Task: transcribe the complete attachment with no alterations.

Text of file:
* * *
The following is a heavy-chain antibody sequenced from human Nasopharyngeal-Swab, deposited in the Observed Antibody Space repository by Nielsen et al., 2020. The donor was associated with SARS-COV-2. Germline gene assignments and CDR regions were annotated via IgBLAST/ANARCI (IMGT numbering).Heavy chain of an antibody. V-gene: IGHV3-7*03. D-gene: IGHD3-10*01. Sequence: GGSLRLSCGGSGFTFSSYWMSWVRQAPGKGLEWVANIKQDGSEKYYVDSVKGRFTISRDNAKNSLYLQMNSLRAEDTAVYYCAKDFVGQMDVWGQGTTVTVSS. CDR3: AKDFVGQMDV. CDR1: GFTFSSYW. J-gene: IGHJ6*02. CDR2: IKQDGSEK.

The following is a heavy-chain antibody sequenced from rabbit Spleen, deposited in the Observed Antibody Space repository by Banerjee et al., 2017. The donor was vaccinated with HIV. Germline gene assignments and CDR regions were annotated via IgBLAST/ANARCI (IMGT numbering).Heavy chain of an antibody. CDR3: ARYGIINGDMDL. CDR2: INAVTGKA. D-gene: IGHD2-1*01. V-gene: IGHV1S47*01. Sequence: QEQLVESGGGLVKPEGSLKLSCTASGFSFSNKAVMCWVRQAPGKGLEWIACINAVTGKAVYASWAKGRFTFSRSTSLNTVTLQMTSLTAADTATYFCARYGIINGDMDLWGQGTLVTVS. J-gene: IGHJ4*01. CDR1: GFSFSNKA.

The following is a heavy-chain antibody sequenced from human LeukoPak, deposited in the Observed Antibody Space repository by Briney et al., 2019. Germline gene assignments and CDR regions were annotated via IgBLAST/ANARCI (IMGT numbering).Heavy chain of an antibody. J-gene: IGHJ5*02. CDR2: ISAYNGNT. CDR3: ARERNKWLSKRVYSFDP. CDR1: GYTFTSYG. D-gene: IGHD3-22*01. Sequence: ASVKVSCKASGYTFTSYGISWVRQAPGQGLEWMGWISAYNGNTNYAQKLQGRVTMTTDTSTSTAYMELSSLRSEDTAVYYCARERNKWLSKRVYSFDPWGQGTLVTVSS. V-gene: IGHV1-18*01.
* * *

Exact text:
The following is a heavy-chain antibody sequenced from human Nasopharyngeal-Swab, deposited in the Observed Antibody Space repository by Nielsen et al., 2020. The donor was associated with SARS-COV-2. Germline gene assignments and CDR regions were annotated via IgBLAST/ANARCI (IMGT numbering).Heavy chain of an antibody. V-gene: IGHV3-7*03. D-gene: IGHD3-10*01. Sequence: GGSLRLSCGGSGFTFSSYWMSWVRQAPGKGLEWVANIKQDGSEKYYVDSVKGRFTISRDNAKNSLYLQMNSLRAEDTAVYYCAKDFVGQMDVWGQGTTVTVSS. CDR3: AKDFVGQMDV. CDR1: GFTFSSYW. J-gene: IGHJ6*02. CDR2: IKQDGSEK.

The following is a heavy-chain antibody sequenced from rabbit Spleen, deposited in the Observed Antibody Space repository by Banerjee et al., 2017. The donor was vaccinated with HIV. Germline gene assignments and CDR regions were annotated via IgBLAST/ANARCI (IMGT numbering).Heavy chain of an antibody. CDR3: ARYGIINGDMDL. CDR2: INAVTGKA. D-gene: IGHD2-1*01. V-gene: IGHV1S47*01. Sequence: QEQLVESGGGLVKPEGSLKLSCTASGFSFSNKAVMCWVRQAPGKGLEWIACINAVTGKAVYASWAKGRFTFSRSTSLNTVTLQMTSLTAADTATYFCARYGIINGDMDLWGQGTLVTVS. J-gene: IGHJ4*01. CDR1: GFSFSNKA.

The following is a heavy-chain antibody sequenced from human LeukoPak, deposited in the Observed Antibody Space repository by Briney et al., 2019. Germline gene assignments and CDR regions were annotated via IgBLAST/ANARCI (IMGT numbering).Heavy chain of an antibody. J-gene: IGHJ5*02. CDR2: ISAYNGNT. CDR3: ARERNKWLSKRVYSFDP. CDR1: GYTFTSYG. D-gene: IGHD3-22*01. Sequence: ASVKVSCKASGYTFTSYGISWVRQAPGQGLEWMGWISAYNGNTNYAQKLQGRVTMTTDTSTSTAYMELSSLRSEDTAVYYCARERNKWLSKRVYSFDPWGQGTLVTVSS. V-gene: IGHV1-18*01.